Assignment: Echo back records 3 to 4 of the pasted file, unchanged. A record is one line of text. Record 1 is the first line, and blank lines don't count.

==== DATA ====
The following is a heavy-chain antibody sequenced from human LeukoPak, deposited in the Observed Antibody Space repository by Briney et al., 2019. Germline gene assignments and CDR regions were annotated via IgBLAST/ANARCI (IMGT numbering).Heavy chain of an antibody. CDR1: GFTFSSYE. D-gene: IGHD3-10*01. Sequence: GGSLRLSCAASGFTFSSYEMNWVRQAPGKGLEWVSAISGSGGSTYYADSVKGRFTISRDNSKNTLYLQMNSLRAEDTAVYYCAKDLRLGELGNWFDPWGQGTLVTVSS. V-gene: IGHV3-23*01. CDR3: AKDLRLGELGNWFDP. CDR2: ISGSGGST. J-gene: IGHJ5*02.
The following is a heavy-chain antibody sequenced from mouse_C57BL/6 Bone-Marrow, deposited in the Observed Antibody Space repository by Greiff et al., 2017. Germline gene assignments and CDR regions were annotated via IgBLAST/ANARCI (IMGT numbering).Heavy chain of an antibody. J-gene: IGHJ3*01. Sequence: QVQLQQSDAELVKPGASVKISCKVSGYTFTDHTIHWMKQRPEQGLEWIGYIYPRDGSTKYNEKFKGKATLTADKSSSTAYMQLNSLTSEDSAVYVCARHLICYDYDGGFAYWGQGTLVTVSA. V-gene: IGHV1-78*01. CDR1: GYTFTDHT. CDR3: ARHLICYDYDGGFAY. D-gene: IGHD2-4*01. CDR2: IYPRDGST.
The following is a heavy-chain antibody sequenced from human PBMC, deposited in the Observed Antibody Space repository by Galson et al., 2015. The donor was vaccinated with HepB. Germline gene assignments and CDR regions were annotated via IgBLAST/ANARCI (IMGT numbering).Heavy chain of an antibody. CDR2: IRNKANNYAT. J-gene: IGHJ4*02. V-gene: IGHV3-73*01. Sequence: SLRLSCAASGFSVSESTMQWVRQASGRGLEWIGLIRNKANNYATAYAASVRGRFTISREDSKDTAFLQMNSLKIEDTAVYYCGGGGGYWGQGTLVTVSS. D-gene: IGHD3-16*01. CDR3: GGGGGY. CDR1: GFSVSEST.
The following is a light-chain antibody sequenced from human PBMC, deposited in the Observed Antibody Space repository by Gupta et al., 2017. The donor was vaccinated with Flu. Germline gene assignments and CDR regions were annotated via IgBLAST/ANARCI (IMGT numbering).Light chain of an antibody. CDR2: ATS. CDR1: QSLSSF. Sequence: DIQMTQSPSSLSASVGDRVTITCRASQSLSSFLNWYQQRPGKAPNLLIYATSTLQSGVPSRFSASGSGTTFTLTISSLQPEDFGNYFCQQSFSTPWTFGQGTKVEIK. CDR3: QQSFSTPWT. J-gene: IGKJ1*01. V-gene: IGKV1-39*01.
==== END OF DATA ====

The following is a heavy-chain antibody sequenced from human PBMC, deposited in the Observed Antibody Space repository by Galson et al., 2015. The donor was vaccinated with HepB. Germline gene assignments and CDR regions were annotated via IgBLAST/ANARCI (IMGT numbering).Heavy chain of an antibody. CDR2: IRNKANNYAT. J-gene: IGHJ4*02. V-gene: IGHV3-73*01. Sequence: SLRLSCAASGFSVSESTMQWVRQASGRGLEWIGLIRNKANNYATAYAASVRGRFTISREDSKDTAFLQMNSLKIEDTAVYYCGGGGGYWGQGTLVTVSS. D-gene: IGHD3-16*01. CDR3: GGGGGY. CDR1: GFSVSEST.
The following is a light-chain antibody sequenced from human PBMC, deposited in the Observed Antibody Space repository by Gupta et al., 2017. The donor was vaccinated with Flu. Germline gene assignments and CDR regions were annotated via IgBLAST/ANARCI (IMGT numbering).Light chain of an antibody. CDR2: ATS. CDR1: QSLSSF. Sequence: DIQMTQSPSSLSASVGDRVTITCRASQSLSSFLNWYQQRPGKAPNLLIYATSTLQSGVPSRFSASGSGTTFTLTISSLQPEDFGNYFCQQSFSTPWTFGQGTKVEIK. CDR3: QQSFSTPWT. J-gene: IGKJ1*01. V-gene: IGKV1-39*01.